By ANN McFEATTERS
Block News Alliance
June 23, 2005
Usually, hearings on Capitol Hill are decorous and, not infrequently, boring. Not this one before the Senate Armed Services Committee. Everyone in the room tensed as Sen. Ted Kennedy, D-Mass., glared at Defense Secretary Donald Rumsfeld. "Mr. Secretary," he said, "this war has been seriously and grossly mismanaged." He called it a "quagmire." He said, "Our troops are dying, and there is no end in sight."
He then listed mistakes he said Rumsfeld had made - insisting Iraq had weapons of mass destruction, sending in too few troops, sending soldiers to urban warfare without proper armor and equipment, expecting occupying soldiers to be greeted with flowers as liberators, having no plan to stop the looting and disbanding Iraq's army and police forces instead of using them.
"Isn't it time for you to resign?" Kennedy asked.
The furious defense secretary willed himself not to explode. He had offered his resignation to President Bush, who refused to accept it, Rumsfeld said levelly.
Then he ticked off reasons why he said the United States was right to go to war - Saddam Hussein is out of power and the Iraqi people are liberated, Iraq is being rebuilt (1,300 of 3,500 construction projects are finished) and a timetable for withdrawal would hearten the terrorists. Calling Iraq a quagmire couldn't be further from the truth, he said. This is not Vietnam.
When Sen. John McCain, R-Ariz., a former prisoner of war in Vietnam, got the microphone, he praised the troops serving in Iraq, but said he is "very worried" that the United States is "overstressing our Guard and reservists," some of whom are going back to Iraq for a second and third time. He said he worries about recruiting shortfalls and retention. He said there are ongoing firefights over areas in Iraq that were already fought for and cleared as foreign insurgents pour across the borders into Iraq.
McCain, who thinks withdrawal would be disastrous for Iraq and the United States, also said he is frustrated with the Bush administration's reluctance to tell the American people basic details about Iraq, such as what percentage of the 170,000 Iraqis trained to fight are actually combat-ready.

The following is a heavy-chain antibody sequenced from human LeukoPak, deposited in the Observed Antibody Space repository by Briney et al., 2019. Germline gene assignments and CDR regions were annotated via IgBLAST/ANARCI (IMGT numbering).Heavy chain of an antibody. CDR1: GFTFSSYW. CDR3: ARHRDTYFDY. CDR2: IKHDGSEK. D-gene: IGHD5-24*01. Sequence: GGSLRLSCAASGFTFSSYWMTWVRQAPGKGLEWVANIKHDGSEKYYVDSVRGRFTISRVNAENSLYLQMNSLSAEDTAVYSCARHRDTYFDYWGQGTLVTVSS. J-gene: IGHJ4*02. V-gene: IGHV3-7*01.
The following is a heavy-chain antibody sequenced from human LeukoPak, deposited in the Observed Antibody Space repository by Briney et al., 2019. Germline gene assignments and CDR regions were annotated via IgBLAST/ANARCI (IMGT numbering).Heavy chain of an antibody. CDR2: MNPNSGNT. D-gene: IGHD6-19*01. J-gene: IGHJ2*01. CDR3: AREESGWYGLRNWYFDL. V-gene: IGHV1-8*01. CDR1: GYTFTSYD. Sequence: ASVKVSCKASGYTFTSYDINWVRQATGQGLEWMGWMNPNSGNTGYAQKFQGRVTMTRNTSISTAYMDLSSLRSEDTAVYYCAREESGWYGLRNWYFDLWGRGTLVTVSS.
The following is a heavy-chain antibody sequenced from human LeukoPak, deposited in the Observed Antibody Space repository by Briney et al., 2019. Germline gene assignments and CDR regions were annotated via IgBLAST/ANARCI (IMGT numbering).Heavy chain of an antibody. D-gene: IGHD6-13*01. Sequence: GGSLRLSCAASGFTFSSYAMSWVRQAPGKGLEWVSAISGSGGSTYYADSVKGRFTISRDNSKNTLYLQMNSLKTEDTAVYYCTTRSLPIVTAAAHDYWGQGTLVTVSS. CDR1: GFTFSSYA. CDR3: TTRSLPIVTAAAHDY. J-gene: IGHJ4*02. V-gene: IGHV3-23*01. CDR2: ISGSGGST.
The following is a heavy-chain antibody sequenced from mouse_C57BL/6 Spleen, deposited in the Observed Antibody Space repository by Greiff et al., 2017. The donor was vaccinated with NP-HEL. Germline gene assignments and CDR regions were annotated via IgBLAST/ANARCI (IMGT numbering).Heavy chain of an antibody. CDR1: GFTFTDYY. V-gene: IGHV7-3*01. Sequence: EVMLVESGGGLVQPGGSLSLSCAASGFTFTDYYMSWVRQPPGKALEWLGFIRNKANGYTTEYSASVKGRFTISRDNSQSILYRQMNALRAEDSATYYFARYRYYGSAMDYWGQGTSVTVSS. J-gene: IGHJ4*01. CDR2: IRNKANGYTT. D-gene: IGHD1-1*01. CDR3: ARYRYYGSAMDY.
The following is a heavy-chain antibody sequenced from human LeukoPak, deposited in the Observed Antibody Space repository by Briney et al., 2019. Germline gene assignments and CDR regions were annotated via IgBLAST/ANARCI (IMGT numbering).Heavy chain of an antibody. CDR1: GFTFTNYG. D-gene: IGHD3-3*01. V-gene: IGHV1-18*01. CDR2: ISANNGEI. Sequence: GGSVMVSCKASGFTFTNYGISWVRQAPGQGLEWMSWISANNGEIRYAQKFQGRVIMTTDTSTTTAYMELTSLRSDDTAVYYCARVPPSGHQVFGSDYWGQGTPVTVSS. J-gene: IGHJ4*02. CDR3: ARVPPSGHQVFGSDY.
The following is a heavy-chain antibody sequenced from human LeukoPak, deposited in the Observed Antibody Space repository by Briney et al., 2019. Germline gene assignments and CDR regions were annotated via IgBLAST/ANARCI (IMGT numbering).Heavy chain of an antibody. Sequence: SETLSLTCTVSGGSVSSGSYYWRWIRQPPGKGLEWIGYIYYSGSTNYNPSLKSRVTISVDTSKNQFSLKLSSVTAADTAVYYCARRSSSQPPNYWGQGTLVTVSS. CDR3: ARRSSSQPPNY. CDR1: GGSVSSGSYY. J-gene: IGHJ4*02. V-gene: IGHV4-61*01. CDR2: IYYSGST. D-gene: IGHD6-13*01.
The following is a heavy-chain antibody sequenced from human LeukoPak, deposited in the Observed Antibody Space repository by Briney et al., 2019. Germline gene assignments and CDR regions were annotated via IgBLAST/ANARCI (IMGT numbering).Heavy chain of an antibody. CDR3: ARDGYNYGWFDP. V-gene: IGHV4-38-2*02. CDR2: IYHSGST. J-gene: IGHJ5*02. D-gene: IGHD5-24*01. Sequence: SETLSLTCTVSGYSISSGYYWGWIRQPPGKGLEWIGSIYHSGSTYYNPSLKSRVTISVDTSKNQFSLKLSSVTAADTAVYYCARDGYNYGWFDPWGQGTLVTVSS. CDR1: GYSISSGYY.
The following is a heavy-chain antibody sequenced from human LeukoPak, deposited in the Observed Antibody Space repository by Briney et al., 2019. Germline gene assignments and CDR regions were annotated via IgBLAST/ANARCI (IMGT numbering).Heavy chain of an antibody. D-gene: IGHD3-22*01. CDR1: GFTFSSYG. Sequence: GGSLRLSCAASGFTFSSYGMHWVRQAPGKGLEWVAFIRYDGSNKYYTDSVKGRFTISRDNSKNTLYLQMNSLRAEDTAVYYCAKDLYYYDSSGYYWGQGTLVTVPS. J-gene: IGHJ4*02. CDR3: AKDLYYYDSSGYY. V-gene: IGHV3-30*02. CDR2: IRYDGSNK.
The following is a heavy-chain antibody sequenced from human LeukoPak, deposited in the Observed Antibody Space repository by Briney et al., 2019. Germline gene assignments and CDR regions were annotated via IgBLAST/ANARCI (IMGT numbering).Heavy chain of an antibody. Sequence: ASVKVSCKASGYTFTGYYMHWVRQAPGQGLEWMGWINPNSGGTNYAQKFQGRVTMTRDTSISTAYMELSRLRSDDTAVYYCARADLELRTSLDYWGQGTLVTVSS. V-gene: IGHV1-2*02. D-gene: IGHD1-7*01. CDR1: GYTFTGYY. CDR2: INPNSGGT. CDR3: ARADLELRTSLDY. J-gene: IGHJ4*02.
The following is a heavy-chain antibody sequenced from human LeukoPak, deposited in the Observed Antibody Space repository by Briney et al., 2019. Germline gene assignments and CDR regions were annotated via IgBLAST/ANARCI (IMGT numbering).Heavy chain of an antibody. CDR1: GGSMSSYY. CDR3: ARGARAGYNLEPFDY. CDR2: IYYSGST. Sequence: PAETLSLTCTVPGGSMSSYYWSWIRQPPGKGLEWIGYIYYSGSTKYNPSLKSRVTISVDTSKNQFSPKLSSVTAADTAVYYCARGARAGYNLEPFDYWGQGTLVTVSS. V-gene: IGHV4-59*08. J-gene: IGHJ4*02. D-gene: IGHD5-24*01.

Rumsfeld said that was classified.
It went on like that for hours, with Republicans and Democrats alike pelting Rumsfeld and the three top generals with complaints. Gen. John Abizaid, the commander of Central Command, contradicted Vice President Cheney's contention that the Iraq insurgency is in its last throes. Abizaid said that the level of insurgents is not in decline. There's a lot of work in Iraq left to do, he said.
At one point, Sen. Robert Byrd, D-W.Va., said he couldn't take it any more. He said Americans have a right to know what's happening in Iraq because they're paying for the war with the lives of their young men and women and billions of tax dollars.
Looking at Rumsfeld, Byrd accused him of sneering. "I don't mean to be discourteous, but I've heard enough of your smart answers. Get off your high horse when you come up here. I have to run for reelection and you don't. We represent the American people and they are asking questions. They haven't been told the truth. The administration says we're unpatriotic if we ask questions, but that's our job."
Byrd wants to know how much the war will cost, where the money will come from, how long Americans will die in Iraq and what will happen if the Iraqis miss their Aug. 15 deadline for crafting a constitution and ending political bickering.
Sen. John Warner, R-Va., chairman of the committee, said he has "full confidence" in Rumsfeld and "our courageous commander in chief." But he said the questions about the war are of "historic proportions."
The American people and the world have grown dangerously uncomfortable about the course of the war in Iraq, whether Iraq can govern itself, how long the killing will go on, whether it's become a breeding ground for terrorists, and the damage the war is doing to the U.S. image. As a new poll by the Pew Global Attitudes Project shows, China is now more popular than the United States in 11 countries that are our allies.
Bush is about to give a series of speeches about the war. They had better be persuasive. They had better have some hard and new facts. They had better be built on the premise that the only way the United States can lose this war is if the American people demand withdrawal, which is no longer inconceivable. Six out of ten Americans say the dream of democratizing Iraq has become a nightmare.
Rumsfeld has nothing to sneer about.
Pittsburgh Post-Gazette and The Toledo Blade.